C Corporation

The most frequent and well-known forms of business entities are incorporated businesses. Shareholders own these conventional firms, which are protected from liability for company financial losses and obligations. Board of directors in California C corporations manage the firm’s operations, employing corporate executives to lead them. Owners of C corporations can claim business tax deductions for items such as equipment, insurance, and employee costs. C corporations may issue ownership units in a wide range of options including making a public stock offering to raise funds for growth or debt repayment.

C corporations must file formal articles of incorporation with the government and disclose important commercial information. Profits are frequently taxed separately as they appear in a company’s name. The concept of double taxation is the most significant disadvantage of forming a C corporation. Through the capital gains tax, profits earned by a business are taxed twice: first as company earnings and then as stockholder dividends.

Analyzing And Structuring Merger, Acquisition & Buyout Opportunities

When considering a merger with, or acquisition of, another firm, you could find it necessary to evaluate legal difficulties and questions if another organization wants to acquire your company at some time on its path.

A company’s sale of its business, stock, or assets might be complicated and time-consuming under the law. At Haber Law Firm, APC, our Encino business start-up attorney can provide your firm with the legal counsel it needs to successfully navigate these critical transitions in its business career. We may assist you in ensuring that any corporate transaction runs as smoothly as possible while also protecting your company’s interests. We can assist you with a variety of mergers and acquisitions legal concerns, including:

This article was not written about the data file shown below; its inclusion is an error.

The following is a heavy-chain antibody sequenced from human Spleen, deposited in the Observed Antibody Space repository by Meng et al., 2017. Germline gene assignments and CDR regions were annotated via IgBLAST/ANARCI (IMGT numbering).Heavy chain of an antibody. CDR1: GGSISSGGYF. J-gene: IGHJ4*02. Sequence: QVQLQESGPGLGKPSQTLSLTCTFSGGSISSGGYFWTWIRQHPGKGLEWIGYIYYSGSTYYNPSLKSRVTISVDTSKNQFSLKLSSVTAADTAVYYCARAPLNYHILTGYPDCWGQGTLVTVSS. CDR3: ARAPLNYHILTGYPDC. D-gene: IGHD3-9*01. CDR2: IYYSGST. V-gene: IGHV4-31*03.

• Buy-sell agreements
  • Equity purchase letters of intent
  • Equity purchase agreements
  • Pledge agreements
  • Redemption agreements
  • Asset purchase agreements

Contact Our Encino Business Start-Up Attorney Today

Our Encino business start-up attorney has the legal knowledge and experience needed to help you make the best decisions for yourself and your business. We provide qualified, responsive professional legal services to California business owners who need help planning for the future. Contact Haber Law Firm, APC today for a free consultation to discuss your situation with our talented business start-up attorney in Los Angeles. We will provide you with clear information about your options and assist you in making the best decisions for your business.

Disclaimer

This website contains attorney advertising.  The information provided herein should not be relied upon as legal advice.  Every legal matter is unique and you should always seek the advice of a retained attorney to answer your legal inquiries.  Haber Law Firm, APC, will not represent you unless an attorney-client relationship is formally created in writing.